The Subscriptions were set based on an emergency budget for the year, which took into account the expected fixed costs to maintain the building, cover insurance, utilities, etc. This had to be balanced against the reduced income expected from hall rentals, functions, events, fundraising etc., also an expected 15% drop in the number of members renewing.

So how are we getting on seven weeks after the Subscriptions Notices went out?
1. We had more folk renew in the first fortnight than in the whole of April last year.
2. 63% of members from last year have renewed to date
3. There has been a large uptake on 200 Club membership, meaning a boost to the prize fund each month
4. The income to date through Subs, donations, boat storage & profit from the 200 Club equates to 98% of the emergency income figure budgeted.

In summary you folks have been astounding.

The membership have demonstrated their support for the Club by adhering to the restrictions placed on them even during some of the best Spring weather in years, but also by paying your Subs quickly.

With the required income guaranteed, the Management Committee can move on with confidence to plan for the re-opening of the Club, as and when this is appropriate.

We are constantly reviewing guidance from the various governing bodies as well as monitoring advice from the relevant maritime agencies. We are also starting to consider operational issues in and about the clubhouse, so that we are prepared for any relaxation of Sottish Government restrictions when the come.

We were quick to close the Club down in March, so want to be ready to re-open in whatever new form as soon as is safe to do so.

At the onset of the lockdown restrictions we sold off to Members, or gave away to local worthy causes, the bar stock that would have gone out-of-date by the end of May. It has come time to repeat this exercise with the stock that will go out-of-date by the end of July. Thankfully there is not a large amount, with the majority being soft drinks or mixers.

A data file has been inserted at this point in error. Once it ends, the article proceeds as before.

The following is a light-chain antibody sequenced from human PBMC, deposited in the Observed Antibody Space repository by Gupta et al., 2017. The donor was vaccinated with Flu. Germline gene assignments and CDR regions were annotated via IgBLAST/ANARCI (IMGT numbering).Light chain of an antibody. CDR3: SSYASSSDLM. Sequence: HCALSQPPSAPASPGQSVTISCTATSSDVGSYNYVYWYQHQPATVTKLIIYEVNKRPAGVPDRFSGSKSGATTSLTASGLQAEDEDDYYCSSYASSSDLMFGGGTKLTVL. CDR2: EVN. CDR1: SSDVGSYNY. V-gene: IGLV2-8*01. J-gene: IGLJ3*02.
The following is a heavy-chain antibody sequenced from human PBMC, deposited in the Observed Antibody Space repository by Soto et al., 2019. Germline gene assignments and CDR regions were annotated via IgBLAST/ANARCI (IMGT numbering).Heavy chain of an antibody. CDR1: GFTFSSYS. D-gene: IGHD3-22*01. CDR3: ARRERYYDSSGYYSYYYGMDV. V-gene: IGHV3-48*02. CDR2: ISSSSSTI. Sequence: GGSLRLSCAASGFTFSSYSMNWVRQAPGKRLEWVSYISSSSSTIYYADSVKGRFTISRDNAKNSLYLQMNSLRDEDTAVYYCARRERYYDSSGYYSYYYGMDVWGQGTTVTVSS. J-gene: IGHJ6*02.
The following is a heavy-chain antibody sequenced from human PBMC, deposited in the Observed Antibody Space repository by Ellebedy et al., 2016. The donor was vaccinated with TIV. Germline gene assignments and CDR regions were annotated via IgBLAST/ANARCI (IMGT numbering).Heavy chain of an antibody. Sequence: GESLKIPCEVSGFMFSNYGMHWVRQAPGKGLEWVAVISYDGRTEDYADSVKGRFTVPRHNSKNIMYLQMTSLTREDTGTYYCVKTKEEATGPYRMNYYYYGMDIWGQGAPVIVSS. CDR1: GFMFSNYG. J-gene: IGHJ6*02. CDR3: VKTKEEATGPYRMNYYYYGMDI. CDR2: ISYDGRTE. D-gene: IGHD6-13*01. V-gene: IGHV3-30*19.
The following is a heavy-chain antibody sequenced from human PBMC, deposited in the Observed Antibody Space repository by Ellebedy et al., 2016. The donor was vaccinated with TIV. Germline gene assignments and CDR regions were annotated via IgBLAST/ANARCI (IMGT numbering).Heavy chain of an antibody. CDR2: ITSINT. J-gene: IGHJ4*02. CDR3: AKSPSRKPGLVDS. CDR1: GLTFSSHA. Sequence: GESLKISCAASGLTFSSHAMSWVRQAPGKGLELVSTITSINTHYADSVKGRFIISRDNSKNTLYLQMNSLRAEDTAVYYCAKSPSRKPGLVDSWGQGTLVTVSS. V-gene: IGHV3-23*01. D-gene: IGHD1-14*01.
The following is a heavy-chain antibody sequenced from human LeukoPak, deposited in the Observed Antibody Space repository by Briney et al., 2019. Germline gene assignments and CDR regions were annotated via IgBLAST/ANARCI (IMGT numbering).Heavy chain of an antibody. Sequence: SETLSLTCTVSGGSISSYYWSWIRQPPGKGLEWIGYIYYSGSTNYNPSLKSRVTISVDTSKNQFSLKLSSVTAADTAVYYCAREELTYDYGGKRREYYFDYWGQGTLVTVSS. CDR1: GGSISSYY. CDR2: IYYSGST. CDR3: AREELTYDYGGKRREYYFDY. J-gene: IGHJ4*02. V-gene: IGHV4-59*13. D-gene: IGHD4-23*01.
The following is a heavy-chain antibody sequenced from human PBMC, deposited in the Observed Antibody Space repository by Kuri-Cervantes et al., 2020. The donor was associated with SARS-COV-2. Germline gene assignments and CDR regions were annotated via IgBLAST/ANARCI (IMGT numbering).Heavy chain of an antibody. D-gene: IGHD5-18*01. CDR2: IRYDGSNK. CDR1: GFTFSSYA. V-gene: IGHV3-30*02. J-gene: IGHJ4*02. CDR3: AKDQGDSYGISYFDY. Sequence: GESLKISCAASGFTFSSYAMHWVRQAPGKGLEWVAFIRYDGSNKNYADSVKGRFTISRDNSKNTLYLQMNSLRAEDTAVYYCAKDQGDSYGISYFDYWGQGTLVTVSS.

To facilitate the sale we have generated a form available from the Hon.Sec. by emailing him on This explains what is available and the cost.

We would encourage you to consider the other items for sale at the same time. These will add some long term value to your purchase and possibly break any boredom you are experiencing. Included in the items available are copies of the two books by Past VP Tom Mackay and the latest version of the mugs with the Club crest on one side and a Club related image on the other.

Whatever selection of items you choose to purchase will be packaged up for your collection in a complimentary holdall from one of our former regatta sponsors, Insight Vacations of Port Glasgow.

VE Day

For the first time ever the Management Committee hade a Virtual Committee meeting on Wednesday night.

A few things came out of the meeting that need to be intimated or re-iterated to the membership.

1. As there are no solid prospects of the suspension of the current social distancing guidelines, we have taken the decision to postpone the AGM for a further month. The revised date is now Thursday 25th June 2020.

2. The clubhouse and grounds remain closed until such time as we are advised by The Scottish Government that it is safe to re-open.

3. All functions or events at the Club are currently cancelled up to 25th June.

4. Guidance from National Governing Bodies of the sports we offer, as well as the Coastguard and Peel Ports, is that the river is not to be used for leisure activities. This is to avoid any chance of burdening the emergency/rescue services at this time.
VP Heather Scott applauded the membership for their continued adherence to this guidance and their acceptance of the current restrictions.

5. A small group of Members is monitoring the clubhouse and grounds on a daily basis, carrying out essential checks and maintenance. This includes opening the shed & balcony doors to air these areas, cutting grass and cleaning. These Members are working in small family groups or individually. Please do not be offended if they decline any offers of assistance you may tender when you see them.

6. In addition to the Club’s monitored alarm system, some of our newer members who live in the new Ogilvies development have been keeping watch over the grounds & beach well. An informal neighbourhood watch. Thanks due to them.

7. Rose Sloan & Joe Heffernan have been working incredibly hard this year with the swift creation and implementation of a new Subscriptions renewal system. The response by the membership has been heartening with 57% of the membership confirming renewal by the end of April. The Subs, boat storage fees & donations raised to date equates to 85% of the income figure required to balance the emergency budget set for this year. There are still 11 months of the Subscriptions year to run, so that is an incredible achievement in a single month.